The small town of Lake St. Croix Beach, between Afton and Lakeland, is haggling over a proposed ordinance that would allow “accessory” apartments in the city. While some residents want to be able to rent their properties or provide housing for parents or other relatives, the proposal runs afoul of state regulations intended to protect the Lower St. Croix National Scenic Riverway.
While the city was planning to hold a hearing and possibly vote on the proposal this week, a snafu with the required public notice forced officials to push the hearing back to April. Mary Divine reports in the Pioneer Press that the Department of Natural Resources says multi-family housing is not allowed in the quarter-mile buffer afforded the river:
DNR officials say they aren’t allowed in the protected zone under state law; city officials argue the apartments already exist and should be regulated to a standard set by ordinance.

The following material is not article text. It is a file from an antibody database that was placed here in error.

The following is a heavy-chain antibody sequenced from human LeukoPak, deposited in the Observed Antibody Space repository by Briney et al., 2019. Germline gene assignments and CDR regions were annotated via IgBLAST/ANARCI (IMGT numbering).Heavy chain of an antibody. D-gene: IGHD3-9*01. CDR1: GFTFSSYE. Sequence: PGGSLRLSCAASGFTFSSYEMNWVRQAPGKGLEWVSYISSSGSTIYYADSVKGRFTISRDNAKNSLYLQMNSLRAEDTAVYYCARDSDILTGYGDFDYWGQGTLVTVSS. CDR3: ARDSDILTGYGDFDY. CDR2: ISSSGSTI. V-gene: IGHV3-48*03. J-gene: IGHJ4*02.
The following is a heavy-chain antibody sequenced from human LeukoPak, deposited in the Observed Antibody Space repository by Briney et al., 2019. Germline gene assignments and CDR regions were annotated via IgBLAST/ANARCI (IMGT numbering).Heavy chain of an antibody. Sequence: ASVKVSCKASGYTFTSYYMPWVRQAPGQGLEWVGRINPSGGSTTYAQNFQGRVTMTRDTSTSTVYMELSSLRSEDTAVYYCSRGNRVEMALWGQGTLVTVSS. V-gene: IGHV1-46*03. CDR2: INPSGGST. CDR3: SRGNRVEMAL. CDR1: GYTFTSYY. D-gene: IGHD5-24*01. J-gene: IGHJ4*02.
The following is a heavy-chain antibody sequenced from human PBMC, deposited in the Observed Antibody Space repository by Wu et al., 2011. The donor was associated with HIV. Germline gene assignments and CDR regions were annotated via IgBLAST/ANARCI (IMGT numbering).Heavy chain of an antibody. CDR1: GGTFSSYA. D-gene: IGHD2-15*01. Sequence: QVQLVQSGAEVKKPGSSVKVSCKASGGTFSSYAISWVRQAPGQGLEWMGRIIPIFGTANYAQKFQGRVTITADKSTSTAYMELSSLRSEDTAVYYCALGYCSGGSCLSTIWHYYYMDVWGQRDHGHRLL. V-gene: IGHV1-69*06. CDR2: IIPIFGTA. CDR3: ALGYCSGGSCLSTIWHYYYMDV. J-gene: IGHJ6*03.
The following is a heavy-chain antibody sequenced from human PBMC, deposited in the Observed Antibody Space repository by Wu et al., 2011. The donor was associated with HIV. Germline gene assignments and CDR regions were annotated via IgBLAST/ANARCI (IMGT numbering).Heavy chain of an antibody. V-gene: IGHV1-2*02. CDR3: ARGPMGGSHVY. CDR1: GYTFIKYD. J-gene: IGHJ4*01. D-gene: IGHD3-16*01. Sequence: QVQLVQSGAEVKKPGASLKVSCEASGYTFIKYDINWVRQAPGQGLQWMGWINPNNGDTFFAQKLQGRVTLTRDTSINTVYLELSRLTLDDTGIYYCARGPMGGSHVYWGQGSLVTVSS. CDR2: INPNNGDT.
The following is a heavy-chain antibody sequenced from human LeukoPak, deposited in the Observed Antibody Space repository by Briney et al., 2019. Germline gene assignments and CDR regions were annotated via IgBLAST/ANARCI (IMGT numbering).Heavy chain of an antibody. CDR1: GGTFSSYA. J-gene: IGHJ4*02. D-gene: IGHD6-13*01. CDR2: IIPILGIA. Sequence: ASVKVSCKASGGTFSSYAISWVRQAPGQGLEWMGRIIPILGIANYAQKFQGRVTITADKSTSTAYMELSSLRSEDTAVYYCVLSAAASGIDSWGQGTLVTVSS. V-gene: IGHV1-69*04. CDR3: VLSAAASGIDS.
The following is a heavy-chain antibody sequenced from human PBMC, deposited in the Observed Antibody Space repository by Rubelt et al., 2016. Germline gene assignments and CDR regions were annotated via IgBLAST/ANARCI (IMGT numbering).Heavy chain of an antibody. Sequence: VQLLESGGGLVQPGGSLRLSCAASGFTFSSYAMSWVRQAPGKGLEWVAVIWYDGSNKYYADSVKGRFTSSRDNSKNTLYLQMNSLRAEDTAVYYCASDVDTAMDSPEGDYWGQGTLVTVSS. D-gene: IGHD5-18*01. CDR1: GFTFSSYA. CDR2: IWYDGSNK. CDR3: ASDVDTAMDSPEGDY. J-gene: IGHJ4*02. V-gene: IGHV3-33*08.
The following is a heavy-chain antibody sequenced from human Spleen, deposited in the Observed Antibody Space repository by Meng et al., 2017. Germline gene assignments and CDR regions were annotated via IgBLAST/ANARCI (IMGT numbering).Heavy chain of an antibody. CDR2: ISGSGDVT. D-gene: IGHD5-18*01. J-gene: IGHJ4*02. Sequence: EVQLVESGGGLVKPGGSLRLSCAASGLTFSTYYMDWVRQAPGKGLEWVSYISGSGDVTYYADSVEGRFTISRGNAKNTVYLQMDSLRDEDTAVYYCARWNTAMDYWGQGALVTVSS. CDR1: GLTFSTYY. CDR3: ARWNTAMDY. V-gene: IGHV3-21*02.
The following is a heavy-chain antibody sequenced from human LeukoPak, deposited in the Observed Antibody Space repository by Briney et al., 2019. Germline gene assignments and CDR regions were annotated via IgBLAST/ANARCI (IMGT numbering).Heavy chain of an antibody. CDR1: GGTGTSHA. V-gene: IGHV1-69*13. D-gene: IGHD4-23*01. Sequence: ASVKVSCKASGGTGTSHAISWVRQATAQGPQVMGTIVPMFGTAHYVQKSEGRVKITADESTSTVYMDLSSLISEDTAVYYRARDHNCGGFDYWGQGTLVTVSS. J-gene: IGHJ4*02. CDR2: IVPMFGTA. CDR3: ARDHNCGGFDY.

The city’s planning commission next month is scheduled to hold a public hearing on a proposed ordinance that would amend the city’s zoning regulations in the riverway district to add accessory apartments as an allowable use in a single-family residential zone.
The Lower St. Croix River became a national Wild and Scenic River in 1972. Two years later, Minnesota and Wisconsin adopted zoning standards for the strip of land along the river’s shores. This strip of land — called the “riverway overlay zone” — consists of building restrictions designed to protect the scenic riverway; its boundary extends about a quarter-mile out from the river’s edge.
The DNR, which is charged with protecting the scenic riverway, says the city’s proposed ordinance does not comply with state law, which allows only single-family residences within the riverway district.– Lake St. Croix Beach: Fight over in-law apartments near St. Croix River heats up, Pioneer Press, March 1, 2021
The proposed ordinance is now due to be discussed by the city’s planning commission on April 5, with a possible city council vote on April 19.
The DNR says both the agency and the city must follow state law. They also say the river rules are intended to protect the only Wild and Scenic River in the state of Minnesota. But the city remains defiant.
“If the DNR does decide to take the city to court, the city council is prepared to go forward with that challenge,” city clerk Dave Engstrom told the Pioneer Press.
Meeting information will be posted on the city’s website.